This past Thursday/Friday I was invited to speak at the Kansas City Art Institute by it's affable animation chair Doug Hudson. Doug, who has an MFA degree in Experimental Animation at Cal Arts where he was mentored by the late great Jules Engel, is also a multimedia artist and musician. He established the Student Academy Award-winning animation department for the Kansas City Art Institute in 2004. Past guest lecturers to the KCAI animation program have included John Canemaker, Suzan Pitt, Joanna Priestley, and Phil Mulloy.
Upon arrival to the school, Doug took me out to dinner with two of his esteemed faculty: John Baker (Digital Media and Animation teacher) and Christoph Steger (assistant professor and documentary animation filmmaker). Besides comparing notes as fellow animation instructors, the friendly bunch filled me with tales of local history, such as the plethora of underground railroad tunnels dug before the Civil War.
Pre-lecture I enjoyed a relaxing chat with Christoph Steger (pictured right), where he told me he recently worked on an hour-long animated documentary made in the UK. (photo by John Baker).
My Thursday night lecture was a two-hour version of my SVA career class. My spiel is based on 14 key lessons I've learned from my time in the industry. Each lesson feels as personal to me as the films I've been making as of late. When I'm reliving each story in front of the students it feels like one part confession, one part motivational speech and one part the ravings of an animation Rabbi. What all that adds up to I have no idea, but I think everyone had a good time.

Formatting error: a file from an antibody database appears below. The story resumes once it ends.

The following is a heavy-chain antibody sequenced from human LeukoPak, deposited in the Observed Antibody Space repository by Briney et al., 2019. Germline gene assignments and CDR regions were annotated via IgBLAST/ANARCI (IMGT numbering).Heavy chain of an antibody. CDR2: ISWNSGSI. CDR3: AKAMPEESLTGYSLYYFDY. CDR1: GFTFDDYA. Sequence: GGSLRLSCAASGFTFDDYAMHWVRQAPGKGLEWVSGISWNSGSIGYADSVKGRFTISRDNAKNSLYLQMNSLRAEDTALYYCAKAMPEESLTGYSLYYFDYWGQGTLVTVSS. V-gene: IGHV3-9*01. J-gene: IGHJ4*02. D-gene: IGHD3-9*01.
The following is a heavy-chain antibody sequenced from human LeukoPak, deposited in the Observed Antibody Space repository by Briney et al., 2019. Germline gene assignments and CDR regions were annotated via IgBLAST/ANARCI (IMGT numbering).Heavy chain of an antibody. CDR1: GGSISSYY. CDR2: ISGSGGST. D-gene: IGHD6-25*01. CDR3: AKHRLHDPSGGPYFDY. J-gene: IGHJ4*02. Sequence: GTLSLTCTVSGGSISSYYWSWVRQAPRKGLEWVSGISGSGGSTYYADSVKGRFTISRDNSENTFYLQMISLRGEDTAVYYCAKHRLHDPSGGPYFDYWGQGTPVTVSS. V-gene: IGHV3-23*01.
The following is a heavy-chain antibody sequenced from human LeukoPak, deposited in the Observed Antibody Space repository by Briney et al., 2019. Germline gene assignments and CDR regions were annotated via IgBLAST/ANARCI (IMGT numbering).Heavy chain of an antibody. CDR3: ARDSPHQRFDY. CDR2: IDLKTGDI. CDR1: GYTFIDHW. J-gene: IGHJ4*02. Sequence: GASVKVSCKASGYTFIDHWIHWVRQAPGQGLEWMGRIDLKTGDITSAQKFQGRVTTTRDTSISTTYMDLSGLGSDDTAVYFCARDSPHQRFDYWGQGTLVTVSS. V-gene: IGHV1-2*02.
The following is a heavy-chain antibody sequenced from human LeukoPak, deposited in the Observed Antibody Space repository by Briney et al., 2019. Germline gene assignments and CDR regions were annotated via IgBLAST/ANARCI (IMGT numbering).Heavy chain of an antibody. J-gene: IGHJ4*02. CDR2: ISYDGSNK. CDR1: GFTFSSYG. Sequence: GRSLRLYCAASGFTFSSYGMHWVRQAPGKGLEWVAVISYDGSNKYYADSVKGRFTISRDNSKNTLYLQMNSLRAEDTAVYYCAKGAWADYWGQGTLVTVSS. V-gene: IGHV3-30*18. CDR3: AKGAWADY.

Captured in the moment by John Baker, surely reliving some industry trauma or hard-lesson learned.
The second day was a more informal chat with Doug's nine-member senior class. Knee-deep into their thesis films, some of them got up and presented animation tests, snippets of music or sound, and color studies from their works in process. The KCIA animation thesis track reminded me of RISD in the blend of experimental and narrative films on display. In addition, some students were working on projects that were part gallery installations.
After a lunch consisting of the greatest Rueben Sandwich in recorded history (great recommendation, Doug!!), I spent the rest of the afternoon having one-on-one chats with the students as they labored in a large studio space that would make cramped NYC animation students green with envy.
There are a lot of talented students in this program, and their passion to make it in this industry was undeniable. But, there was also a lot of humbleness in the air. Is that a Midwestern thing? Whatever the reason, it was refreshing to see.
The students had an acute awareness that upon graduation they needed to move to either NYC or LA. While it's true that animation artists can live anywhere today, it's important to first spend some amount of years working in an industry hub city, building up a reputation, and making contacts. After that, working from home (from anywhere) becomes a viable option. I can see some graduates of this program going out into the world and bringing those skills back to Kansas City and growing the local industry. Until then, as the students venture into this art/craft/business, I hope that they could somehow hold onto their wonderment of animation, their unassuming natures, and their obvious affection and support for each other.